I’ve contended for years that, until we learn to work with and even mimic the economies of the natural world (biomimicry) rather than wield the bigger-hammer nature-be-damned approach, we will continue to make a mess of things. The holy grail to me has been for mankind to be able to harness the chemistry in which light energy can be converted to other forms of energy with no waste. Plants have done it for hundreds of millions of years. It’s called photosynthesis.
And in the best of all worlds, should we be able to split water and burn the hydrogen for power, if it could be done at point of use on the household or community level, it would obviate the need for a grid and maybe it would take energy out of the hands of the fossil-fueled corporations that have had the world by the throat.
I’ve been secretly hopeful that just such an energy source would actually happen in my lifetime after reading hints the process might be in reach. Maybe. Maybe not.
But there is some hope that sunlight-to-hydrogen at commercially practical scale may be a reality–in time to save what remains of Appalachia’s mountaintops and to bring our young men home from the oil wars.
While this is far from a given success, the potential is paradigm-shifting, solving both the supply and the waste sides of the global energy equation. As reported by FastCompany…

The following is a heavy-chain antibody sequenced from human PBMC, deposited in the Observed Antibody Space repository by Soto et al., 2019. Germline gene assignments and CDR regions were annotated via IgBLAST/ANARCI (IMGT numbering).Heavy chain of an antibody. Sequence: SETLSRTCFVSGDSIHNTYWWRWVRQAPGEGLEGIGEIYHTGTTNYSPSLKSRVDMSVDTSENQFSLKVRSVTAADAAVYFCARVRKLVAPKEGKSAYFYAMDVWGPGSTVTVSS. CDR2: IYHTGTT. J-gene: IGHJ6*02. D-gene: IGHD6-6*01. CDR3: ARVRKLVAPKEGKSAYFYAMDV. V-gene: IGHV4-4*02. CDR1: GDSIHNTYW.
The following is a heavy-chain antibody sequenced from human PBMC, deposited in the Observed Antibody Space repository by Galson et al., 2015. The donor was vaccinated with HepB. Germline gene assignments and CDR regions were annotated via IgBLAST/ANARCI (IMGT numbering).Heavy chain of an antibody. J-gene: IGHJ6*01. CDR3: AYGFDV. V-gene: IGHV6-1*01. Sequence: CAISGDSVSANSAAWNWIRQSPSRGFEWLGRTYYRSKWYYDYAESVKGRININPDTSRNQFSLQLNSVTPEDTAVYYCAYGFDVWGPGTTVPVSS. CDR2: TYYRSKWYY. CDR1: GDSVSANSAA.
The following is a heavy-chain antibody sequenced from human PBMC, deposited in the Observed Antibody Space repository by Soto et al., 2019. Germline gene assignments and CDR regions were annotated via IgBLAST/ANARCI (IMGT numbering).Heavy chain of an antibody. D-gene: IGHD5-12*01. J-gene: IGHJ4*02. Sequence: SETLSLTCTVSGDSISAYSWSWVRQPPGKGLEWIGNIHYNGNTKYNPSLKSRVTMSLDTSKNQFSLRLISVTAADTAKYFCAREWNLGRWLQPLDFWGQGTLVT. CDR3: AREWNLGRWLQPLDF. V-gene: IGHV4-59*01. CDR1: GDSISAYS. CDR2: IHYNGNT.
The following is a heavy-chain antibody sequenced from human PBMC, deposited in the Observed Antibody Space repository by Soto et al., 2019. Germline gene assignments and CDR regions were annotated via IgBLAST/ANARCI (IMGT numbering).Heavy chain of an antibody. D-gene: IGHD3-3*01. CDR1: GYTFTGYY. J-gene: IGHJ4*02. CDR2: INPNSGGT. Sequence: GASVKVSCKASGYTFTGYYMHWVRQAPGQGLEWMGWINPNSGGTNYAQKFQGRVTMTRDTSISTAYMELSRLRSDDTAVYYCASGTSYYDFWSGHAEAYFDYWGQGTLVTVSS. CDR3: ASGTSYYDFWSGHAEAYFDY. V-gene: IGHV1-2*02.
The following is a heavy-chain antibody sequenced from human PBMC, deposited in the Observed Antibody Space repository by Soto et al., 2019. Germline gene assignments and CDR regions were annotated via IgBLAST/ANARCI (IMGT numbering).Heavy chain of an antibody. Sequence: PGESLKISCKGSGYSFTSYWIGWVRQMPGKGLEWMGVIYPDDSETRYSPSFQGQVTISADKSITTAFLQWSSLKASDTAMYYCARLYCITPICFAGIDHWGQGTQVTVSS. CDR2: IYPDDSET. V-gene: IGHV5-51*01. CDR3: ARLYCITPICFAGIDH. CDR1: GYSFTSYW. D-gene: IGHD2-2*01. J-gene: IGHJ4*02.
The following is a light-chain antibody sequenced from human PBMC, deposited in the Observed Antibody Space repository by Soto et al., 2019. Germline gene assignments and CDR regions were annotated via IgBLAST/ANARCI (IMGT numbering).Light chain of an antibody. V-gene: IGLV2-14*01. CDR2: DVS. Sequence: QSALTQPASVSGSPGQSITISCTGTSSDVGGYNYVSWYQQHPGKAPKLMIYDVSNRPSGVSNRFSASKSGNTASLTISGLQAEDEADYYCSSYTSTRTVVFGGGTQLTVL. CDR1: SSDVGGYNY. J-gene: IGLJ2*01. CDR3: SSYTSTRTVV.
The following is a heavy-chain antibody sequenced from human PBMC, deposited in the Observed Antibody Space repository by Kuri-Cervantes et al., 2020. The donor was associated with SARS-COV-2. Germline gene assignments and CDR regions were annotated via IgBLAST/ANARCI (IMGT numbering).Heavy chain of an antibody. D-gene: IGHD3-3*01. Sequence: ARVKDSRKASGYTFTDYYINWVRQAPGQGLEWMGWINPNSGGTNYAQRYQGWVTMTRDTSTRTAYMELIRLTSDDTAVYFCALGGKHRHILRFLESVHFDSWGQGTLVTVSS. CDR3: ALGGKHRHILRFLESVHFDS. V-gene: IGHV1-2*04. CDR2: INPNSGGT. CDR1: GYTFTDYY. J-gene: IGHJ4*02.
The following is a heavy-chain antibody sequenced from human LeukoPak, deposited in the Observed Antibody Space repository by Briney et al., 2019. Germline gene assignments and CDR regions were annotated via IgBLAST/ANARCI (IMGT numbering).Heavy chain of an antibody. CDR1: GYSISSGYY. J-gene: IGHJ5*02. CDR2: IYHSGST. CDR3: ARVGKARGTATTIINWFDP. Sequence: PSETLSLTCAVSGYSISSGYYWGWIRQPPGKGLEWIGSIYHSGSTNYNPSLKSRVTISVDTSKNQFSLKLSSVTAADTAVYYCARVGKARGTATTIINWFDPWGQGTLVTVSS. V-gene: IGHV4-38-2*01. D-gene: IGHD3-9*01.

Just 45 days ago, Nocera and his team stuck an artificial cobalt- and phosphate-coated silicon leaf into a jar of water and managed to create power–at an efficiency that surpasses today’s solar panels, no less. The technique mimics photosynthesis by splitting hydrogen from water to generate power from the sun.
Tata and Nocera imagine that the research could lead to a refrigerator-sized “mini power plant” in a development that could, according to Live Mint, bring power to the three billion people currently living without.
Imagine a single bottle of (even dirty) water supplying the energy needs for a household. On the other hand, demand for water is already placing critical pressure on supplies. And the electrolysis process is certain to require finite resource minerals (like cobalt) to manufacture.
Meanwhile, while we’re dreaming, if conservation and improved efficiency and population control could be worked somehow into the conversation, I’d feel better when thinking there might be three billion more televisions watching the Home Shopping Network someday.
- Artificial Photosynthesis (theness.com)
- How do plants turn sunlight in to energy? (greenanswers.com)
- Hydrogen Fuel Cells One Step Closer with New Recycling Method (livescience.com)